NASHVILLE, Tenn. (BP) -- Amidst all the technology changes happening in 2012 -- from Windows 8 to the new iPhone this fall -- the biggest one is happening more discreetly, without you even knowing it. It will change the way we interact with the Internet and, thus, the whole world. Your broadband connection is getting even faster. Ridiculously fast.
The Internet started out at 56 kilobytes per second. In other words, it took time just to push a small bit of data over the wire. The Internet was not built for movies, music or even eBooks. It was meant for simple, small things. But now? Now, in 2012, our Internet service providers are pushing forward our connections at an unprecedented rate.
In June, Verizon started rolling out its new top-tier service, FiOS Quantum. This connection brings 300 megabits per second download speeds to the common household. (By comparison, 300 megabits per second is 38,400 kilobytes.) In July, Comcast began offering the same level of service with their Xfinity Platinum Internet offering.
Do you remember when you first heard that people were storing full length movies on their hard drives? Do you remember how huge the file sizes for HD movies were, and how it seemed like it would take up crazy amounts of space to try and save one of them -- let alone the time it would take to download one? A 5GB HD movie, at these new speeds, can be downloaded in little more than two minutes.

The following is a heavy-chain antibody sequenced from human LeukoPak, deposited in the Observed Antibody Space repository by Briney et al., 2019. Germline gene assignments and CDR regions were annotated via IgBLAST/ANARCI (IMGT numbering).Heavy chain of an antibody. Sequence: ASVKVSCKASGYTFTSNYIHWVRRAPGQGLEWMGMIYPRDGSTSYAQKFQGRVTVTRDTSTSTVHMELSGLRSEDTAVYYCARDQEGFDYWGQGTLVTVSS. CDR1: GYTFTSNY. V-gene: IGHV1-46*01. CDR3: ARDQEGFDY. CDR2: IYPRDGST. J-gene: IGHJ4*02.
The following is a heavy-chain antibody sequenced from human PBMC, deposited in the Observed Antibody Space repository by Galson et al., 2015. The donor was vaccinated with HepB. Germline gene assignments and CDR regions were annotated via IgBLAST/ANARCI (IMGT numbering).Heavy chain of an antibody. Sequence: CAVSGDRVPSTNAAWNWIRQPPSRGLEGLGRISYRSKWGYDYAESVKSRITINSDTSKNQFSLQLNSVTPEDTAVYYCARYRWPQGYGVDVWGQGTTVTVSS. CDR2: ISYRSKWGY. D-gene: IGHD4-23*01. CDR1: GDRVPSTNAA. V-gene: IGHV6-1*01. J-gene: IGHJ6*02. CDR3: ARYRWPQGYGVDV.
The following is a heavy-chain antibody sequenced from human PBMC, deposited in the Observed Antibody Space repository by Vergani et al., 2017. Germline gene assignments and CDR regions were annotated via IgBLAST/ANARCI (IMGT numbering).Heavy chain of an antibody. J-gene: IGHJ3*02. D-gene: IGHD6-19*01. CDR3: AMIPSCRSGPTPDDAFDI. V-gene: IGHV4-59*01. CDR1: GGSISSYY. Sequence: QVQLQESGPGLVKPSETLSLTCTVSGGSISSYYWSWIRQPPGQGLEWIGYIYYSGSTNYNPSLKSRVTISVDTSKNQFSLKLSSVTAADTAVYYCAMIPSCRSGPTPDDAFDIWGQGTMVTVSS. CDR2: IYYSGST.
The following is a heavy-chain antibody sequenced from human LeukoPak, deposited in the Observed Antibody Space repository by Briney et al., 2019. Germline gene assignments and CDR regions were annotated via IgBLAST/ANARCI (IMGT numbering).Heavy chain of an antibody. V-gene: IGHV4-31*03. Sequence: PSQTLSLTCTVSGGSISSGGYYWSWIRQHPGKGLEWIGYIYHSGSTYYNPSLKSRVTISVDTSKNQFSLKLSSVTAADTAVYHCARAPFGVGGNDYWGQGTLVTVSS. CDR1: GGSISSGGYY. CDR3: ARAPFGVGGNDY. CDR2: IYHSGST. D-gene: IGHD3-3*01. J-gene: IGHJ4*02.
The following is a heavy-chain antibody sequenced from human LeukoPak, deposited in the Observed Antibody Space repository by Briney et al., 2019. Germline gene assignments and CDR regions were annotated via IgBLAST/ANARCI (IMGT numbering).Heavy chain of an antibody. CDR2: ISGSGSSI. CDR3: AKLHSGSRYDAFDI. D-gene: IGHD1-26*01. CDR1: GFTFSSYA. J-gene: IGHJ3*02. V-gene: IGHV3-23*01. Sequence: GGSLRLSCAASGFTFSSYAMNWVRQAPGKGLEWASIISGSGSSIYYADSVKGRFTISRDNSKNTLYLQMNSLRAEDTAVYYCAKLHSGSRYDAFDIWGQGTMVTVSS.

And then, in July, as we tried to come to grips with what people might be able to do with 300 megabits per second, Google trumped everyone. Google announced they are becoming an internet and cable provider. Starting in Kansas City, Kan., and Kansas City, Mo., Google will be providing 1 gigabit per second internet. That HD movie download time that seemed so impressive in the last paragraph? Try downloading it in 5 seconds. For only $70 a month.
In my career, I've worked with really large files. I used to be a video editor, and working with all the source files for a huge HD project, I may have been looking at 100 GB of data or so. Downloading that at what will soon be the new normal would have taken less than 2 minutes. This flow of data is inconceivable.
There may be no real practical application of this event that can be understood today. Yes, our videos will be faster, our connections will be stronger, and the lag time in video games will be non-existent. That's all the stuff that we know today -- this change will open up the dreams of tomorrow.